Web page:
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Low Cost Resin for Self-Healing High Temperature Fiber Reinforced Polymer Matrix Composites, Phase I

Active Technology Project

Project Introduction

Over the past few decades, the manufacturing processes and our knowledge base for predicting the bulk mechanical response of fiber reinforced composite materials has matured and opened the capability to design lightweight materials. The rapid development and progress of composites technology has been spawned by the high specific strength, stiffness, and toughness offered with respect to other engineering materials. However, the performance of a composite material is heavily influenced by the strength and toughness of the polymer matrix, which binds the high stiffness fibers into a cohesive element. Unfortunately, the highly cross-linked polymers necessary to achieve the high Tg required by propulsion systems are costly and prone to brittle fracture under even small elastic deformations. While the rigidity of the polymer is required for practical applications, the lack of resistance to crack propagation leads to damage prone materials. This proposed SBIR will develop a new low cost self-healing thermosetting polymer which exhibit high Tg (>550 F), high strength, stiffness and toughness from a room temperature low viscosity resin that allows processing without heating the polymer. The self-healing properties of polymer will yield increased reliability of the composite and reduced maintenance costs. HARP Engineering will formulate a polymer that meets or exceeds both the performance and cost metrics required by NASA through the use of multifunctional self-healing resins. This Phase I will perform mechanical testing of the resin at elevated temperatures and layup composites for ASTM testing to demonstrate the high specific strength, stiffness, and toughness compared to existing high temperature resins. More »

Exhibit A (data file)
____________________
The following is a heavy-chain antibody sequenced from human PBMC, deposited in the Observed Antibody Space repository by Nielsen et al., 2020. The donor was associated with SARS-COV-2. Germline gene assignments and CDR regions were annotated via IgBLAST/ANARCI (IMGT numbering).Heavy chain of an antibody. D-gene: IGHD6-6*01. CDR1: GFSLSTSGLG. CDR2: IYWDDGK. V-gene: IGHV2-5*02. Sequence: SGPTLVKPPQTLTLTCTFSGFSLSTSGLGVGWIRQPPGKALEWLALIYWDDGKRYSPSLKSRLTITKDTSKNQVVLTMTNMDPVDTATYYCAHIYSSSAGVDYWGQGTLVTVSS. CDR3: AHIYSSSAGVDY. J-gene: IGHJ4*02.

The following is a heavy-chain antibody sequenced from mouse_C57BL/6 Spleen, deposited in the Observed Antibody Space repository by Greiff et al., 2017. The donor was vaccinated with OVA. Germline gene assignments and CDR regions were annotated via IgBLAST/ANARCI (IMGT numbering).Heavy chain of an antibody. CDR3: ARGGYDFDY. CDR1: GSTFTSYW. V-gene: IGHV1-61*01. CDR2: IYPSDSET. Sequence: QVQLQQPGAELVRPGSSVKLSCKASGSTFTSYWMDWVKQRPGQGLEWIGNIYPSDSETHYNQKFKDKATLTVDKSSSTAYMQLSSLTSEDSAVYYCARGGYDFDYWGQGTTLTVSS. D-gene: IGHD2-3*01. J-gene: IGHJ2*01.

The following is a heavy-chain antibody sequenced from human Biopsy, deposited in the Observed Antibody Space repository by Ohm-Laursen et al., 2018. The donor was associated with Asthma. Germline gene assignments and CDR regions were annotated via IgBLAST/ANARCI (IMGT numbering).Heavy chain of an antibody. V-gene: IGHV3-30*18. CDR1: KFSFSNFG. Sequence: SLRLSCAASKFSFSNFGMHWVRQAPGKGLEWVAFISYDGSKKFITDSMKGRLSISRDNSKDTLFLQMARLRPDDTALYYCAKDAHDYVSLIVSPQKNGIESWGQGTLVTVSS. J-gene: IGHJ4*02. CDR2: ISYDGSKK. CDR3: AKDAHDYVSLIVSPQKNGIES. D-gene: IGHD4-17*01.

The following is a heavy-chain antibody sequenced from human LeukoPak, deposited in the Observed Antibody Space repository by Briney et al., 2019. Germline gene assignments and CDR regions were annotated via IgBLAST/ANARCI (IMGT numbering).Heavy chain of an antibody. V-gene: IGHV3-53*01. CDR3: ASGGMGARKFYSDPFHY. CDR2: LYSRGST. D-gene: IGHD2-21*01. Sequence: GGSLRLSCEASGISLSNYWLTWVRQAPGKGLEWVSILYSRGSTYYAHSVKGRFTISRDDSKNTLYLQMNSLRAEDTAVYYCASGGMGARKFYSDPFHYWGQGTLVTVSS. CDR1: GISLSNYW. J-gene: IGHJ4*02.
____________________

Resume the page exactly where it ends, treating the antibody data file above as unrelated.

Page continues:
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Primary U.S. Work Locations and Key Partners

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Project Duration

Technology Maturity (TRL)

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